01 of 12
The Beauty of Winter Oranges and Tangerines
Bright and sweet citrus fruits like oranges and tangerines come into season in the warmer climes of North America during the winter months and bring juicy relief to winter diets.
Citrus fruits begin to come into season in November and, for the most part, continue until June. look for oranges and tangerines that feel heavy for their size and have thinner rather than thicker skin for the variety. Store them in a cool but not chilled spot. Most of these are fabulous for eating out of hand but consider cutting them into "supremes" for a more elegant presentation.
The Difference Between Oranges and Tangerines
Oranges and tangerines are different varieties of the same species. Oranges are larger and tarter, while tangerines are, as a rule, smaller and sweeter. The skins of tangerines tend to be looser, making them easier to peel. Tangerines and clementines are classified as mandarins. Clementines are the smallest member of the mandarin family.
02 of 12
Blood oranges are famous for its deep red flesh. The inside flesh can vary in the depth of color. From the outside, it may or may not have a bit of red blush on their otherwise orange skins.
This variety is a smaller orange, quite sweet, and best used as fruit (rather than juice), if only to show off its beautiful color, like in a citrus salad with mint.
Blood oranges are not widely available in North America but can be found at specialty markets during its season from November through March.
03 of 12
Cara Cara Oranges
Cara cara oranges are wonderfully sweet navel oranges harvested in California between December and April. Its bright orange skin conceals interiors that are juicy and often just a bit pink—making it perfect for citrus fruit salads. It has low acid and a great zingy bite behind its sweetness and tends to have very few if any, seeds.
04 of 12
Clementines (A.K.A. Cuties)
Clementines (some marketed in the U.S. as "Cuties" or "Sweeties") are very small oranges and are much like tangerines in their honey-like sweet flavor. Its small size makes it best eaten out of hand. Their tight, shiny orange skins make them perfect for display and creating casual, edible centerpieces. Clementines are seedless.Continue to 5 of 12 below.
05 of 12
The smallest of commercially available "oranges" are kumquats. These magical little citrus fruits are a bit sour and have the magical element of edible peels. Eat it as is. Do not make the mistake of trying to peel this fruit. The peels are actually the sweetest part of the fruit.
06 of 12
07 of 12
Mandarins, often called mandarin oranges, are a small and sweet tangerine variety. They do have some seeds, which makes them just the tiniest bit less desirable for snacking than seedless clementines (a variety of mandarin). This fruit has one of the longest seasons from January to May.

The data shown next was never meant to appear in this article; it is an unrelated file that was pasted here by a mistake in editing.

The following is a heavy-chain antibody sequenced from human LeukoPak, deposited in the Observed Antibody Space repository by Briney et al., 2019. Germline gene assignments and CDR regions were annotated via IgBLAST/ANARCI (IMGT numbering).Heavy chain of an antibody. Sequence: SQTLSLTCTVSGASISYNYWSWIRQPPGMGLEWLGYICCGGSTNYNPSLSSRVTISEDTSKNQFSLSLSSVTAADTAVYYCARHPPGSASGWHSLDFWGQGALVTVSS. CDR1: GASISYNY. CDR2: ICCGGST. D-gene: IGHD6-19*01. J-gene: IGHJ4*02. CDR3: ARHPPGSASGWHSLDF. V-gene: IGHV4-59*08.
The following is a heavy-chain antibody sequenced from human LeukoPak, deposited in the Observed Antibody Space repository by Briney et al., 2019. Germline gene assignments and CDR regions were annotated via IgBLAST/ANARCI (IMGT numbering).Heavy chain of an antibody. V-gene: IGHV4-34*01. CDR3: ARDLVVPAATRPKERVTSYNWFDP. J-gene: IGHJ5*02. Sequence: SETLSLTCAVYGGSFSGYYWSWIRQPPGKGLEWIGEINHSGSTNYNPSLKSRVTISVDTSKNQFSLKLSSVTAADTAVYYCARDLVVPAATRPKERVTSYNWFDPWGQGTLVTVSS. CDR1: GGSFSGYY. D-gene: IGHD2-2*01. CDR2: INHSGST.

You may have had mandarins from a can, a popular canned fruit packed in syrup. But for a real treat, buy some fresh mandarins to taste how mild yet sweet they are.
08 of 12
Navel oranges are the most common variety of orange that is eaten. Navels are sweet, seedless, and perfect for eating out-of-hand but also delicious in salads. Navel oranges are in season from November into June.
Navel oranges have comparatively thick skins and a characteristic navel-looking mark on the not-stem end. Navel oranges are juicy enough to juice if you like. The juice tends to be so sweet, however, that it ferments easily, so you will need to use the juice within a few hours.Continue to 9 of 12 below.
09 of 12
Satsumas are tangerines and are considered a variety of small mandarin oranges. They are seedless and their skin is loosely attached to the fruit making them super easy to peel. This citrus fruit does not need to have smooth, tight skin when you buy it. Choose satsumas carefully, however, since the peel's looseness makes bruising difficult to detect. Like clementines, satsumas are seedless. The two are often marketed and sold interchangeably—although the difference is easy to detect since clementines have tight peels and satsumas have loose peels.
Satsumas are relatively cold-hardy for citrus. This fruit's growth area has extended around the Gulf Coast in the U.S., although most satsumas come from California. This fruit is in season from November through January.
10 of 12
Seville or sour oranges are perfect for making marmalade (since you need to add so much sugar anyway, their natural sourness works as a nice foil to the cloying jelly that can result from using too-sweet fruit). Seville orange juice is an excellent acid for cooking. Cocktails and salad dressings, in particular, can benefit from the greater range of flavor you get from sour oranges as compared to lemons or limes. This fruit tends to be small and has a short window of availability starting in December and ending at the start of February.
11 of 12
Tangerines are smaller than oranges with bright orange skins and slightly looser peels than oranges. These fruits are great for eating and adding to salads, and you can also juice tangerines for a slightly sweeter and brighter take on classic orange juice. The availability window is longer than most other citrus fruits from November through May.
12 of 12